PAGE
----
“We've made enormous investments in this over the years,” Bates said. “But the idea here was to bring modern technology to the PBM industry, and leverage that technology to enable consumers, employers, plan sponsors, PBM customers, and to enable them to deliver a better product in the marketplace. And our emphasis has always been around transparency, simplicity, automating as much of the entire experience as we can.”

RxSense has also developed a new analytics dashboard, RxIQ, that sheds more light on business operations and pharmacy claim data, with updated information by the hour.

RxIQ provides detailed reports on a plan’s performance and identifies any potential anomalies. Companies can gain insights on drug costs, financial performance, clinical outcomes and other key data, Bates said.

“RX IQ is really the tool that most of our customers leverage because it gives them visibility into their plan performance immediately,” Bates said. “We upload the data warehouse every 30 minutes, so it's near real time information. And it gives you the capability to manage your business across operations, clinical performance, financial performance, contract management, pricing.”

“It has really been the most valuable asset that we've created, because it's the headlights into all of our customers' business and it really gives them advantages in the marketplace and how they manage their own performance,” Bates said.

In 2023, the company will be offering RxIQ as a standalone product in the marketplace.

“That was a big strategic pivot for us to really see the opportunity to disconnect it from the underlying enterprise platform and offer it as a data analytics engine for potential partners in the marketplace, whether those are PBMs, or health plans, or eventually national account employers,” Bates said.

In the year ahead, RxSense is hoping to do more work with its base of clients.

“Because we don't make money on the cost of the drug, our incentive here is to really help them grow,” he said. “We want them to be more successful.”

Some companies own their own pharmacies, and Bates said he sees RxSense as offering solutions for their entire business. But he expects to do so incrementally, working with one piece of their business and eventually improving their performance, and eventually offering more solutions.

“I think we're going to find that we're going to be very successful upstream building partnerships with some larger players, even if we're just taking, you know, smaller pieces of their business to start,” Bates said.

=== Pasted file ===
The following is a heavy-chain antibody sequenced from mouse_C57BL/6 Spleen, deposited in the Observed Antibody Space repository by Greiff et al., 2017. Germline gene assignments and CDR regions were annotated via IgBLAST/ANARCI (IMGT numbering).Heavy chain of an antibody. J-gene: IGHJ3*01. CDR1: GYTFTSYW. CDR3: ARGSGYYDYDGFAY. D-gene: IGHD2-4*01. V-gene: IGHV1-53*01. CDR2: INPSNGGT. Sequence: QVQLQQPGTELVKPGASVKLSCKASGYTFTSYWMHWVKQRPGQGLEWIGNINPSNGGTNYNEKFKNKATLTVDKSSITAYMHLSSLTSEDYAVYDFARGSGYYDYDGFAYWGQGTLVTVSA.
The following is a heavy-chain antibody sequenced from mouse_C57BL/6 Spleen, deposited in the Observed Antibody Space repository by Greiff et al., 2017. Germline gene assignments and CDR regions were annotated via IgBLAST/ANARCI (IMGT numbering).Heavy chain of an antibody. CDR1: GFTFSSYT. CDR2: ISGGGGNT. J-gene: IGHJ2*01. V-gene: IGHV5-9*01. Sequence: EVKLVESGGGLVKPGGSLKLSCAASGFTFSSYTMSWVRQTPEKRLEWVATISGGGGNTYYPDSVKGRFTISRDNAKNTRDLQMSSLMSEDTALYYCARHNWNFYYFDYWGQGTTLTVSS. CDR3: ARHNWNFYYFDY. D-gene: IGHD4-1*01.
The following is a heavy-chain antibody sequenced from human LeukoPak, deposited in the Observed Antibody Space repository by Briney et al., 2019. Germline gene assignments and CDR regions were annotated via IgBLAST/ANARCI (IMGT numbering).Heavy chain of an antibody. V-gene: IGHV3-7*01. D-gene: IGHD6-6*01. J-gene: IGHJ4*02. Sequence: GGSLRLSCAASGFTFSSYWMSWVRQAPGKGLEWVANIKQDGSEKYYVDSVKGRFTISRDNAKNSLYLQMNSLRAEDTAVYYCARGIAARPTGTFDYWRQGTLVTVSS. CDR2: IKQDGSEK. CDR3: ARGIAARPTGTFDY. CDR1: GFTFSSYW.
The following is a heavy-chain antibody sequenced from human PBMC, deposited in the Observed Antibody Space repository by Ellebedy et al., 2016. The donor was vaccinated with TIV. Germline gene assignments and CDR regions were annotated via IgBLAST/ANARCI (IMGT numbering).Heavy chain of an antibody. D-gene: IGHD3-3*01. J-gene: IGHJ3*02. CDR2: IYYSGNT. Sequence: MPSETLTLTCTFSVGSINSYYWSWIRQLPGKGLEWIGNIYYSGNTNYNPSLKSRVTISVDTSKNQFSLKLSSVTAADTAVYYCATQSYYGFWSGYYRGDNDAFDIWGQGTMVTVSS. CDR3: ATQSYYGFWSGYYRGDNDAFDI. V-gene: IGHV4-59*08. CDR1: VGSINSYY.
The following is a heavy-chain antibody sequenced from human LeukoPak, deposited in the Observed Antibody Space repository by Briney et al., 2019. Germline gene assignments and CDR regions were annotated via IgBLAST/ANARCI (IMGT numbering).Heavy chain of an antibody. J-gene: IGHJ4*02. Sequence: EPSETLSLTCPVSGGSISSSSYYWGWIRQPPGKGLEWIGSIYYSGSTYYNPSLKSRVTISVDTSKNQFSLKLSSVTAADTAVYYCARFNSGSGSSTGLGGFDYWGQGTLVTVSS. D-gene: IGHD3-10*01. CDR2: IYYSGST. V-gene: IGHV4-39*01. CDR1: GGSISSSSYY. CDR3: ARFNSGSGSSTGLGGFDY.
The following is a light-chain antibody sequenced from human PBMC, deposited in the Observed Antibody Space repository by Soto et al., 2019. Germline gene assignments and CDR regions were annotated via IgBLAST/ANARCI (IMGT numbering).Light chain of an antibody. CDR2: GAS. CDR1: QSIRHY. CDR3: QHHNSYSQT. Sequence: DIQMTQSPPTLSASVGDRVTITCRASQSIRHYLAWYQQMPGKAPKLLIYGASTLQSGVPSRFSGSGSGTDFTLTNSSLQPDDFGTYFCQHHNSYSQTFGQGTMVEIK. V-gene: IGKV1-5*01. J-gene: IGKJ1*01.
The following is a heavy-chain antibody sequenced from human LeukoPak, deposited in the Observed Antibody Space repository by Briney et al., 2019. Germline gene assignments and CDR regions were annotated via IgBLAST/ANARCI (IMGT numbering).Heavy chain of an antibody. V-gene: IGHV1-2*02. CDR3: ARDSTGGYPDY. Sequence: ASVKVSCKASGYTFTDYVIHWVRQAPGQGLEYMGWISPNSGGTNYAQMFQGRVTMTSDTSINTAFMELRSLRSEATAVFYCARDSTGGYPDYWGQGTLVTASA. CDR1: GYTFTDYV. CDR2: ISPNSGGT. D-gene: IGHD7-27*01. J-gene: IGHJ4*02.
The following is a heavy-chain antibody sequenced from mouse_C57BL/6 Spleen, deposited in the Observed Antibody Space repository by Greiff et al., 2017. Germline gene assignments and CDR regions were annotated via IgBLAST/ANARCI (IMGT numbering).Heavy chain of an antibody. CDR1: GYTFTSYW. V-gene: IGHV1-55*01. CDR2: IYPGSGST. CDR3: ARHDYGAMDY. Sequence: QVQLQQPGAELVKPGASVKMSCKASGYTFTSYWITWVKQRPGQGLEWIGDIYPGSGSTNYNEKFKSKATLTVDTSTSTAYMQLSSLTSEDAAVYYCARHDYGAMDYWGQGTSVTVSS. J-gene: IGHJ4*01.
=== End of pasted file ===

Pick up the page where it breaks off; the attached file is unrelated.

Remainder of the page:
Learning from mistakes

When asked for lessons he’s learned as a leader, Bates doesn’t point to a major achievement or company milestone.

Instead, he said, “I never realized how often I was wrong. That's been the biggest thing that I've learned.”

“Because you assume that the market is going to respond a certain way, or customers will respond a certain way,” he said. “But because of my own personal knowledge and history in this industry, I viewed it very differently. And what makes perfect sense to me, is not necessarily going to resonate with others.”

Bates described himself as having “an enormous appetite for risk,” but recognizing when a course correction is needed.

“It's finding a balance as you're trying to push a business forward, and having enough humility, so that you can look and realize when you've been wrong, when you should redirect that something, you just need to tweak something a little bit differently,” he said. “And don't fall on the hill.”

As one example, he cited the launch of RxIQ as a standalone product.

“I should have had RX IQ out in the marketplace as a standalone product 18 months ago, but I wanted to keep it with our platform, because I was so convinced of the power of both,” he said. “But the fact is RX IQ has an incredible value proposition on its own.”

Bates emphasized the value of building a capable team. He said he's aware of his "blind spots" and brought in people from other industries to provide different perspectives.

He also stressed the importance of giving team members the authority to run with key initiatives.

“I've pushed a tremendous amount of decision making down to my direct reports and enabling them, so things don't have to go through me. And they're incredibly capable people, they have great business instincts,” Bates said. “And I think that what you'd end up with is much better outcomes, when you allow people the autonomy to really make decisions and go get things done without overshadowing them, or, you know, holding them too close.”

Bates identified the company’s culture as one of the main ingredients for the success of RxSense.

“We've created this culture, where it's a place where people want to work,” he said. “There's incredible trust and collaboration. We bring new people into this company all the time with open arms. And we've really entrusted folks to use your best judgment and make decisions.”